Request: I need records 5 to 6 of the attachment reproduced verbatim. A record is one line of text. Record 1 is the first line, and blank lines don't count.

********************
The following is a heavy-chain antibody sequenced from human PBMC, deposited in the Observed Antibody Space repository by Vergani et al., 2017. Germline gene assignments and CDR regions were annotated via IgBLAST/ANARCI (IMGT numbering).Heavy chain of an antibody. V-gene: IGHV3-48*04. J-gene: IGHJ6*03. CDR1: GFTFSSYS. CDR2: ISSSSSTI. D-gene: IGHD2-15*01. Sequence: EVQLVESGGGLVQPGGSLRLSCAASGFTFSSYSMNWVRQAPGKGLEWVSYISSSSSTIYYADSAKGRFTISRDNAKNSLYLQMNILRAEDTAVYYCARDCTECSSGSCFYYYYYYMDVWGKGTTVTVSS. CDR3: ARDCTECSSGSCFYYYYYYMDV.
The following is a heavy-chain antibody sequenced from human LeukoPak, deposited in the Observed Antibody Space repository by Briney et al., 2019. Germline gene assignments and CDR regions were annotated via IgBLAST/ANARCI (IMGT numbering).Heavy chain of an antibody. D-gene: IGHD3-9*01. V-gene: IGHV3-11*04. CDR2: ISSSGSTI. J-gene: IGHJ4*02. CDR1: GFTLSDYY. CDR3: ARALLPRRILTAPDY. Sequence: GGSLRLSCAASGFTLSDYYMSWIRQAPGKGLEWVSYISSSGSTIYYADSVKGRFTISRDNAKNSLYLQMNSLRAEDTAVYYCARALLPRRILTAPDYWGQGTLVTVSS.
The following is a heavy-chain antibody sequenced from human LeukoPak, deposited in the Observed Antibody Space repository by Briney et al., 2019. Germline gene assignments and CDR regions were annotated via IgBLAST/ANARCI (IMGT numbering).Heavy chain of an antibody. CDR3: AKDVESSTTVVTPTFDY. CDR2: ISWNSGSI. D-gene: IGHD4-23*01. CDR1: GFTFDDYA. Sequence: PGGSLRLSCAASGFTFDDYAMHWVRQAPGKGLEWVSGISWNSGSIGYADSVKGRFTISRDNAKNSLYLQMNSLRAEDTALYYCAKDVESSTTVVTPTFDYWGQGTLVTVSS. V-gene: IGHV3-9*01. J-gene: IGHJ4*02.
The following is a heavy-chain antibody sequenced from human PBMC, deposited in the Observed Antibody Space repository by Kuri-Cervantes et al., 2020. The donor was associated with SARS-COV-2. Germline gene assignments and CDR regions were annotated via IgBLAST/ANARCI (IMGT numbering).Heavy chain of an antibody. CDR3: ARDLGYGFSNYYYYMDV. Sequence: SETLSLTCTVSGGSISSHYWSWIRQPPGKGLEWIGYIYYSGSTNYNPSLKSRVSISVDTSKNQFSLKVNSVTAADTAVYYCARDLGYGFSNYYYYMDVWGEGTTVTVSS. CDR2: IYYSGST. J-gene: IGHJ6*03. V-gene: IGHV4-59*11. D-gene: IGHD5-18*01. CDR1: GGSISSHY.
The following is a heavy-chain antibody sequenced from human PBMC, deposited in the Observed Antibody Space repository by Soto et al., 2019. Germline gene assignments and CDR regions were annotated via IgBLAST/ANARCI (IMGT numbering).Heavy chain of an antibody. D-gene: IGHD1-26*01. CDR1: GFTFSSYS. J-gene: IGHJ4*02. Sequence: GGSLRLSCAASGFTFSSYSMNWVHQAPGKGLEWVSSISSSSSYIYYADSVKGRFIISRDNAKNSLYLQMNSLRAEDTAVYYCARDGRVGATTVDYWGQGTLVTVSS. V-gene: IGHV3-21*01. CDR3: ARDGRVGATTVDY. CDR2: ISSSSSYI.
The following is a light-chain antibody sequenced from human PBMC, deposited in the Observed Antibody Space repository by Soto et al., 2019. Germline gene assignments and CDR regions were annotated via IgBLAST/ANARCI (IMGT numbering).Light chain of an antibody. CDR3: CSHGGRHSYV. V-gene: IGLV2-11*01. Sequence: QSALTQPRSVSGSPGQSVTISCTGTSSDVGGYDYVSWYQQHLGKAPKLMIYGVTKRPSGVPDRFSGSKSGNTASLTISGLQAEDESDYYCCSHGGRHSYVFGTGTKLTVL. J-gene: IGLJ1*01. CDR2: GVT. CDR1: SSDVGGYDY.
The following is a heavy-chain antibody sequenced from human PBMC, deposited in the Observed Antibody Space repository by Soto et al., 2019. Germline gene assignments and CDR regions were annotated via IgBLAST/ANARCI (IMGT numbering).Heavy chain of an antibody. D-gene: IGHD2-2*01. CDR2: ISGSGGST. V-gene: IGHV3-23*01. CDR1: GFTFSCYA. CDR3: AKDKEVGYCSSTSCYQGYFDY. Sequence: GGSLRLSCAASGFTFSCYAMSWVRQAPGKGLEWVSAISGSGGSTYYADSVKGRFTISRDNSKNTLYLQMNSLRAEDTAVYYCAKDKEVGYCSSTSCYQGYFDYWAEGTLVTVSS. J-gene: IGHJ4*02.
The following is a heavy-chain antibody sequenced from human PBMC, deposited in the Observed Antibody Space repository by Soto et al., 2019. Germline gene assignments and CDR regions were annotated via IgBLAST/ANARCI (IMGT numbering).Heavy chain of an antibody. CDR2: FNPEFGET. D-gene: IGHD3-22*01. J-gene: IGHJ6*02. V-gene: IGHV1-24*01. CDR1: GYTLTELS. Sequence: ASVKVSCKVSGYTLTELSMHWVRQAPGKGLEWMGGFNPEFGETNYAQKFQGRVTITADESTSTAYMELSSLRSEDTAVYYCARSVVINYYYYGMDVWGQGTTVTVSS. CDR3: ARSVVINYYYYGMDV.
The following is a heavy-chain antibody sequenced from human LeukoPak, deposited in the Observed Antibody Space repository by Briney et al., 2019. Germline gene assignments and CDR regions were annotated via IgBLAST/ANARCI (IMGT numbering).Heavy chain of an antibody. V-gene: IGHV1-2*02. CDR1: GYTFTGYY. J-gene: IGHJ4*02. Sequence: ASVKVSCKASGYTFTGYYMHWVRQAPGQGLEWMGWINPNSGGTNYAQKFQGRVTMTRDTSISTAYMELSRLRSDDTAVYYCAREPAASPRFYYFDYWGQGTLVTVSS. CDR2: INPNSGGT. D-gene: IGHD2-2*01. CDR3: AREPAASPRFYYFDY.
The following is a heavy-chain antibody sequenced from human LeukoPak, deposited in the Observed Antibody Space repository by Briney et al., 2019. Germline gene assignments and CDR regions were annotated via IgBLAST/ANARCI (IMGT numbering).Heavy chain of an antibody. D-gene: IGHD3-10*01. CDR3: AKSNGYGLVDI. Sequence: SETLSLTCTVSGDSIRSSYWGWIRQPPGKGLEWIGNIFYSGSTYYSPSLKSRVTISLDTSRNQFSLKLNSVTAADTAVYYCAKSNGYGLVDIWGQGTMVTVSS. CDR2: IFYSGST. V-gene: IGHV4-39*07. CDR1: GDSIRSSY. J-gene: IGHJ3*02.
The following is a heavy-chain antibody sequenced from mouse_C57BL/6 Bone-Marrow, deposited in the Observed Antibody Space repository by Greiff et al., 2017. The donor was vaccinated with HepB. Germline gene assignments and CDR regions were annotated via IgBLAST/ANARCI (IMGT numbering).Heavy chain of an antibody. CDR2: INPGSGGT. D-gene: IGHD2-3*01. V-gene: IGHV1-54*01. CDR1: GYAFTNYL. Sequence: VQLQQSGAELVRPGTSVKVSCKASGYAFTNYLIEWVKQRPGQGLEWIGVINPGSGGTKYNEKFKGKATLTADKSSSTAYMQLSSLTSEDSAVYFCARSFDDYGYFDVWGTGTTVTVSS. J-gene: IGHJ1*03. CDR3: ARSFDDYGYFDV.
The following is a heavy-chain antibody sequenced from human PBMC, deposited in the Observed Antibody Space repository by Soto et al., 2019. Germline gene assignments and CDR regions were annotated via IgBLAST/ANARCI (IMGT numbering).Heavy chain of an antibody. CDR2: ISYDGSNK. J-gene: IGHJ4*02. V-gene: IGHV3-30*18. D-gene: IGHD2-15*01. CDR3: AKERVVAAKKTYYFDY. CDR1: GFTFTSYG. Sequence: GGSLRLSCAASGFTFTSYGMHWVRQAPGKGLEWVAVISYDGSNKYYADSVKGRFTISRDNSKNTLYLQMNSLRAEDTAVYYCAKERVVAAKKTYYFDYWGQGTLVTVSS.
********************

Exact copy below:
The following is a heavy-chain antibody sequenced from human PBMC, deposited in the Observed Antibody Space repository by Soto et al., 2019. Germline gene assignments and CDR regions were annotated via IgBLAST/ANARCI (IMGT numbering).Heavy chain of an antibody. D-gene: IGHD1-26*01. CDR1: GFTFSSYS. J-gene: IGHJ4*02. Sequence: GGSLRLSCAASGFTFSSYSMNWVHQAPGKGLEWVSSISSSSSYIYYADSVKGRFIISRDNAKNSLYLQMNSLRAEDTAVYYCARDGRVGATTVDYWGQGTLVTVSS. V-gene: IGHV3-21*01. CDR3: ARDGRVGATTVDY. CDR2: ISSSSSYI.
The following is a light-chain antibody sequenced from human PBMC, deposited in the Observed Antibody Space repository by Soto et al., 2019. Germline gene assignments and CDR regions were annotated via IgBLAST/ANARCI (IMGT numbering).Light chain of an antibody. CDR3: CSHGGRHSYV. V-gene: IGLV2-11*01. Sequence: QSALTQPRSVSGSPGQSVTISCTGTSSDVGGYDYVSWYQQHLGKAPKLMIYGVTKRPSGVPDRFSGSKSGNTASLTISGLQAEDESDYYCCSHGGRHSYVFGTGTKLTVL. J-gene: IGLJ1*01. CDR2: GVT. CDR1: SSDVGGYDY.